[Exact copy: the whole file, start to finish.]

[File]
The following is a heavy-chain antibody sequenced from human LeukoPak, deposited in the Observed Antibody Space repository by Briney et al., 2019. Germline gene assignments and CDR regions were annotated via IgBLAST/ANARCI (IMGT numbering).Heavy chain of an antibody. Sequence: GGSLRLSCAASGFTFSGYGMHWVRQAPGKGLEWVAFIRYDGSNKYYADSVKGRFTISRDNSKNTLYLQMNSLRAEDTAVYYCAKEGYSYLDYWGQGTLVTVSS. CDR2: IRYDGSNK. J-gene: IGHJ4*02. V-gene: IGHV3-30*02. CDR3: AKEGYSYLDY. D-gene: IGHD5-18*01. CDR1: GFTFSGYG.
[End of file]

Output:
The following is a heavy-chain antibody sequenced from human LeukoPak, deposited in the Observed Antibody Space repository by Briney et al., 2019. Germline gene assignments and CDR regions were annotated via IgBLAST/ANARCI (IMGT numbering).Heavy chain of an antibody. Sequence: GGSLRLSCAASGFTFSGYGMHWVRQAPGKGLEWVAFIRYDGSNKYYADSVKGRFTISRDNSKNTLYLQMNSLRAEDTAVYYCAKEGYSYLDYWGQGTLVTVSS. CDR2: IRYDGSNK. J-gene: IGHJ4*02. V-gene: IGHV3-30*02. CDR3: AKEGYSYLDY. D-gene: IGHD5-18*01. CDR1: GFTFSGYG.